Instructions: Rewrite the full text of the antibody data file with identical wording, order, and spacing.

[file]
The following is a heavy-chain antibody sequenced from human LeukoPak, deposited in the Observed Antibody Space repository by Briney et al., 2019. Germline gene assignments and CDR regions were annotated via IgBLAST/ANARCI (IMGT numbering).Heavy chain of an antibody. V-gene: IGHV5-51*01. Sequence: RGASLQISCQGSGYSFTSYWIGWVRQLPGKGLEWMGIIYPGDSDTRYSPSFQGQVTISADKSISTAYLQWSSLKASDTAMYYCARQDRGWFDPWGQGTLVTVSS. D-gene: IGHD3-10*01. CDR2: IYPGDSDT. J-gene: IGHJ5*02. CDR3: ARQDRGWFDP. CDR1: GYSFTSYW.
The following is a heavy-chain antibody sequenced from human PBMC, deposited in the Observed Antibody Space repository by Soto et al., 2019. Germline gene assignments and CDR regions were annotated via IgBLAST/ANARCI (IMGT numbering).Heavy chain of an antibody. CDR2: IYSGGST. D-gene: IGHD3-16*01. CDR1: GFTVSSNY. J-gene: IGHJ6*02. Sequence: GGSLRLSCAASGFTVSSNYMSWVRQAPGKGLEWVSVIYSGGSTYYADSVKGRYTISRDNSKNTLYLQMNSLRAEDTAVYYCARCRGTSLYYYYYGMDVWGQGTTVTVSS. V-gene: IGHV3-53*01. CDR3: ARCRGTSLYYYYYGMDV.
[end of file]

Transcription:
The following is a heavy-chain antibody sequenced from human LeukoPak, deposited in the Observed Antibody Space repository by Briney et al., 2019. Germline gene assignments and CDR regions were annotated via IgBLAST/ANARCI (IMGT numbering).Heavy chain of an antibody. V-gene: IGHV5-51*01. Sequence: RGASLQISCQGSGYSFTSYWIGWVRQLPGKGLEWMGIIYPGDSDTRYSPSFQGQVTISADKSISTAYLQWSSLKASDTAMYYCARQDRGWFDPWGQGTLVTVSS. D-gene: IGHD3-10*01. CDR2: IYPGDSDT. J-gene: IGHJ5*02. CDR3: ARQDRGWFDP. CDR1: GYSFTSYW.
The following is a heavy-chain antibody sequenced from human PBMC, deposited in the Observed Antibody Space repository by Soto et al., 2019. Germline gene assignments and CDR regions were annotated via IgBLAST/ANARCI (IMGT numbering).Heavy chain of an antibody. CDR2: IYSGGST. D-gene: IGHD3-16*01. CDR1: GFTVSSNY. J-gene: IGHJ6*02. Sequence: GGSLRLSCAASGFTVSSNYMSWVRQAPGKGLEWVSVIYSGGSTYYADSVKGRYTISRDNSKNTLYLQMNSLRAEDTAVYYCARCRGTSLYYYYYGMDVWGQGTTVTVSS. V-gene: IGHV3-53*01. CDR3: ARCRGTSLYYYYYGMDV.